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A Fractured International Response to CRISPR-Enabled Gene Editing of Agricultural Products

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Document pages: 54 pages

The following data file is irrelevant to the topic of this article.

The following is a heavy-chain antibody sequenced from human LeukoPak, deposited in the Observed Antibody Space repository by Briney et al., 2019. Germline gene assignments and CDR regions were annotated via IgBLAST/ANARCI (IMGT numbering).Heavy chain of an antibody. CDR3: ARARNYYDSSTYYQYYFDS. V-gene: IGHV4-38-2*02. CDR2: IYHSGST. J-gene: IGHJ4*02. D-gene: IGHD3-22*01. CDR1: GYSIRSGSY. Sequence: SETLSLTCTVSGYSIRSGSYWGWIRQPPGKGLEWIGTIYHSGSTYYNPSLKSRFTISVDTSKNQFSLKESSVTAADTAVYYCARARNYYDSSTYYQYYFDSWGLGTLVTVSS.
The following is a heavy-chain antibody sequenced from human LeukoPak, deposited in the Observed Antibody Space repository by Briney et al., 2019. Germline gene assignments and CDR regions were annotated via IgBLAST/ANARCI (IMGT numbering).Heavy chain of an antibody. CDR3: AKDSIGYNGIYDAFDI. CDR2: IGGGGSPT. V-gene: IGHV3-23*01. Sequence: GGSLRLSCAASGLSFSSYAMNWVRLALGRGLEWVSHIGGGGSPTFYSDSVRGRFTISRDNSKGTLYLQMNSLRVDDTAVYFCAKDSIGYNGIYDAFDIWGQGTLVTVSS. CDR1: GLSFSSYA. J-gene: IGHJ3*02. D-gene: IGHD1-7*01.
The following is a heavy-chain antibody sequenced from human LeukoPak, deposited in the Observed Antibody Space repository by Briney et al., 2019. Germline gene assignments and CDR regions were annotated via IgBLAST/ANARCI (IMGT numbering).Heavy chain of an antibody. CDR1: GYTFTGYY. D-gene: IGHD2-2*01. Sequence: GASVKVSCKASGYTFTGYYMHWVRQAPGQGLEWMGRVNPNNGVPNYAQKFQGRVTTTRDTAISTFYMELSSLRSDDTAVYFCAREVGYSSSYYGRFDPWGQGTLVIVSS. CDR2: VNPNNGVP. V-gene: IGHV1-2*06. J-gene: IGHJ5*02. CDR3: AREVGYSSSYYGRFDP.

Abstract: In 2015, Science Magazine named CRISPR gene editing technology its “Breakthrough of the Year,” and for good reason. CRISPR represents a transformative advance in the ability of biotechnologists to edit genes and genomes in both humans and nonhuman organisms. This article begins with a discussion of recent advances in gene editing, including the development of CRISPR and other sequence-specific nucleases (SSNs), and how this new technology compares to other techniques for genetically modifying agricultural plants such as selective breeding, induced random mutagenesis, and, more recently, the use of recombinant technology to produce transgenic plants. It then turns to the complex and dynamic regulatory framework for genetically modified plants as it exists in the U.S., Europe, and elsewhere in the world, and how the various regulatory regimes are responding to recent advances in biotechnology, and in particular gene editing. The U.S. and many other nations appear to be moving in the direction of less regulation for the products of gene editing compared to transgenic crops produced using earlier technologies, while the European Union (EU) on the other hand has indicated that it will subject the products of gene editing to the same burdensome regulatory regime that has to date constrained the development and utilization of GE crops in Europe.

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